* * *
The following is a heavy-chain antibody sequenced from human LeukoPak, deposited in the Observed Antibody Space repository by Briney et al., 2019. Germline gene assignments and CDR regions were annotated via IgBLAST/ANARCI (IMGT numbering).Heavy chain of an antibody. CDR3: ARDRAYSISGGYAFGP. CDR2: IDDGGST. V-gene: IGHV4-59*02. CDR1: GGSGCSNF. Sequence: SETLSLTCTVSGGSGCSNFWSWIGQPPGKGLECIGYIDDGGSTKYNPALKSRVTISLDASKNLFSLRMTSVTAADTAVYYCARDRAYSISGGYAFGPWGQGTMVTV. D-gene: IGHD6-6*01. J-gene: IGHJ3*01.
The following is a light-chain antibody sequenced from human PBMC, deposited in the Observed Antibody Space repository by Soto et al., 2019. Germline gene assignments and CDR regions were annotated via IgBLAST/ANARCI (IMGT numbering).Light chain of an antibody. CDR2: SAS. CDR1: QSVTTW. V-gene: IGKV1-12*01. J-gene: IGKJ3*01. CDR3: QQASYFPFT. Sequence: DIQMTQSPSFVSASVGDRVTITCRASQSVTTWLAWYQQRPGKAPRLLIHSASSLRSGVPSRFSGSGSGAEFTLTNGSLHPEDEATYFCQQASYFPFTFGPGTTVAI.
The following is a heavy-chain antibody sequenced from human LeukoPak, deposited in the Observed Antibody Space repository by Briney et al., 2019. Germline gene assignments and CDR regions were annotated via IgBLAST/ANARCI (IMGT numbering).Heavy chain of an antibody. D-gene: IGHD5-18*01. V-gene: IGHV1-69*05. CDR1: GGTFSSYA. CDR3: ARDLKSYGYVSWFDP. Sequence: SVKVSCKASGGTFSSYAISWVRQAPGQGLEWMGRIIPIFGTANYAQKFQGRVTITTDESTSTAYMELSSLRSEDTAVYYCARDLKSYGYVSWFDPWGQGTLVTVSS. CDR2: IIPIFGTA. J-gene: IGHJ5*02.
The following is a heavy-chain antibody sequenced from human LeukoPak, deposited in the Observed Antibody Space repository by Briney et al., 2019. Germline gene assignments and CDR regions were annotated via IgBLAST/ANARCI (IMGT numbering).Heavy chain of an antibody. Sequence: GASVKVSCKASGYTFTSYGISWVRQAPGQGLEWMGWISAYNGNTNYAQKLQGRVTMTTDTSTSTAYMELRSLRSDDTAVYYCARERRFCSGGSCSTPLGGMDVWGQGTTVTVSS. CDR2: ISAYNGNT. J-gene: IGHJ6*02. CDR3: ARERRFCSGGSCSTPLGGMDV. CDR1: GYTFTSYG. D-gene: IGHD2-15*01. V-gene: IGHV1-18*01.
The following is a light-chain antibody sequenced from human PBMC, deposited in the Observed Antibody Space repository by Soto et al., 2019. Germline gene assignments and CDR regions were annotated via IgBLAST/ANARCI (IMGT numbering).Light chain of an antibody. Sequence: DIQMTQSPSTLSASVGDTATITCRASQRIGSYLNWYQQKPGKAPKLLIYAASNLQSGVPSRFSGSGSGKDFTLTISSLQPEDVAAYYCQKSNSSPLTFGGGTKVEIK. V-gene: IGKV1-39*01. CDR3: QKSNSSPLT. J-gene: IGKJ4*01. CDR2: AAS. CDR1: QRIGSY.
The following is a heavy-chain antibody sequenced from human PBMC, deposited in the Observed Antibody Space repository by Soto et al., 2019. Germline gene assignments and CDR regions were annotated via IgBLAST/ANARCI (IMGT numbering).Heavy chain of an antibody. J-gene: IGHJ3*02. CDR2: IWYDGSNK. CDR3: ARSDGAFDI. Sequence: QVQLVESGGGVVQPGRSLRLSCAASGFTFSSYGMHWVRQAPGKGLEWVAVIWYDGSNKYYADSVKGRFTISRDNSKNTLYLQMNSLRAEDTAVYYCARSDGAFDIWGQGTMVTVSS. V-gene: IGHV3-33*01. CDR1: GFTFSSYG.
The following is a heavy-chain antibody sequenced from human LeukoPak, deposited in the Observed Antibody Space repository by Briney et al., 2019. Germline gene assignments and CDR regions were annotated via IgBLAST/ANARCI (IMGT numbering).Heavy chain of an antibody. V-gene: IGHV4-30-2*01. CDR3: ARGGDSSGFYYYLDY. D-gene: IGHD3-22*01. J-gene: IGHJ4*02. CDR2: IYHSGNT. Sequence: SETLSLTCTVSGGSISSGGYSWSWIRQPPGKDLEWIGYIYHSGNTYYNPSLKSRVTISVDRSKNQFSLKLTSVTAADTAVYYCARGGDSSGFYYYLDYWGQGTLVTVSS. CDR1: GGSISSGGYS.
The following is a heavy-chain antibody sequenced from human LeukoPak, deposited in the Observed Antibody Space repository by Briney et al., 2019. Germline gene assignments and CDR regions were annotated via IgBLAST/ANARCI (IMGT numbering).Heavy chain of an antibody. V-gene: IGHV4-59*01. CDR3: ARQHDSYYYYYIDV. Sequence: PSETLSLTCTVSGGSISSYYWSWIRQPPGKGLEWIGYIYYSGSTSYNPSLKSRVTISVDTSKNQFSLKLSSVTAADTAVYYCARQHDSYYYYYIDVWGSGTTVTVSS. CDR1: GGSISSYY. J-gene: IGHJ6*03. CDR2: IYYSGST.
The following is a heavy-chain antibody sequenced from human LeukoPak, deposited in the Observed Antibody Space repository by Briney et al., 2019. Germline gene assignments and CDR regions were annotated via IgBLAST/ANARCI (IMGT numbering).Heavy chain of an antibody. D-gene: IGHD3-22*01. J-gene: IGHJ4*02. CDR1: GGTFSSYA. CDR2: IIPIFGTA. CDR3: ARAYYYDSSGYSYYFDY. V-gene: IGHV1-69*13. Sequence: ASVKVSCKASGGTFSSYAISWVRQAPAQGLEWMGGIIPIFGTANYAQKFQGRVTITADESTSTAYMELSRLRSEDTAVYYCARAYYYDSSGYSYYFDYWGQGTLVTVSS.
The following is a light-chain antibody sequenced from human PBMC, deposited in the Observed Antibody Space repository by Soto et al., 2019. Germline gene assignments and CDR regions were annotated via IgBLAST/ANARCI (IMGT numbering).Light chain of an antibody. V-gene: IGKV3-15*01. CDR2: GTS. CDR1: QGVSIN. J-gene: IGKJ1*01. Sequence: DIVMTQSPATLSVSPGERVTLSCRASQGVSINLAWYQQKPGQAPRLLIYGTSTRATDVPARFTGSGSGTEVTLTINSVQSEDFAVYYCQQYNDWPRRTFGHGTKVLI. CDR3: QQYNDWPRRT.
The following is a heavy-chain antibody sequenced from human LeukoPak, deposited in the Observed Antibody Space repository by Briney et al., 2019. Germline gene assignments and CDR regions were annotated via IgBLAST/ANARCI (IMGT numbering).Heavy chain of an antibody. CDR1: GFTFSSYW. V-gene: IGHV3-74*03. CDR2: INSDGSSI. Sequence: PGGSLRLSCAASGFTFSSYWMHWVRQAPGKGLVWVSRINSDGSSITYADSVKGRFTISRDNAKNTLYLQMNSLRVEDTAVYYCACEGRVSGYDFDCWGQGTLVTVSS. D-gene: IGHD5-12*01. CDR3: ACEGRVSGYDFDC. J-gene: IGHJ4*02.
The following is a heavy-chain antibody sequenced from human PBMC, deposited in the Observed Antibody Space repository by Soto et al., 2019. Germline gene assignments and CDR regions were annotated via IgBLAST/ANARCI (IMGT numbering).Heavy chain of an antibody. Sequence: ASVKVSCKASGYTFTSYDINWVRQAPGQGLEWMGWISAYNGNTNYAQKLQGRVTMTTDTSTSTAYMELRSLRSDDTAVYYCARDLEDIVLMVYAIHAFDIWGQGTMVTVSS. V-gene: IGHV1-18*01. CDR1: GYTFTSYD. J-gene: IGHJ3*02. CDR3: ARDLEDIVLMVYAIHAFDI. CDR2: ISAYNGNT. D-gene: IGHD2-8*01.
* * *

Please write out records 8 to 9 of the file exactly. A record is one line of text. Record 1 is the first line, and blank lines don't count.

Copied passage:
The following is a heavy-chain antibody sequenced from human LeukoPak, deposited in the Observed Antibody Space repository by Briney et al., 2019. Germline gene assignments and CDR regions were annotated via IgBLAST/ANARCI (IMGT numbering).Heavy chain of an antibody. V-gene: IGHV4-59*01. CDR3: ARQHDSYYYYYIDV. Sequence: PSETLSLTCTVSGGSISSYYWSWIRQPPGKGLEWIGYIYYSGSTSYNPSLKSRVTISVDTSKNQFSLKLSSVTAADTAVYYCARQHDSYYYYYIDVWGSGTTVTVSS. CDR1: GGSISSYY. J-gene: IGHJ6*03. CDR2: IYYSGST.
The following is a heavy-chain antibody sequenced from human LeukoPak, deposited in the Observed Antibody Space repository by Briney et al., 2019. Germline gene assignments and CDR regions were annotated via IgBLAST/ANARCI (IMGT numbering).Heavy chain of an antibody. D-gene: IGHD3-22*01. J-gene: IGHJ4*02. CDR1: GGTFSSYA. CDR2: IIPIFGTA. CDR3: ARAYYYDSSGYSYYFDY. V-gene: IGHV1-69*13. Sequence: ASVKVSCKASGGTFSSYAISWVRQAPAQGLEWMGGIIPIFGTANYAQKFQGRVTITADESTSTAYMELSRLRSEDTAVYYCARAYYYDSSGYSYYFDYWGQGTLVTVSS.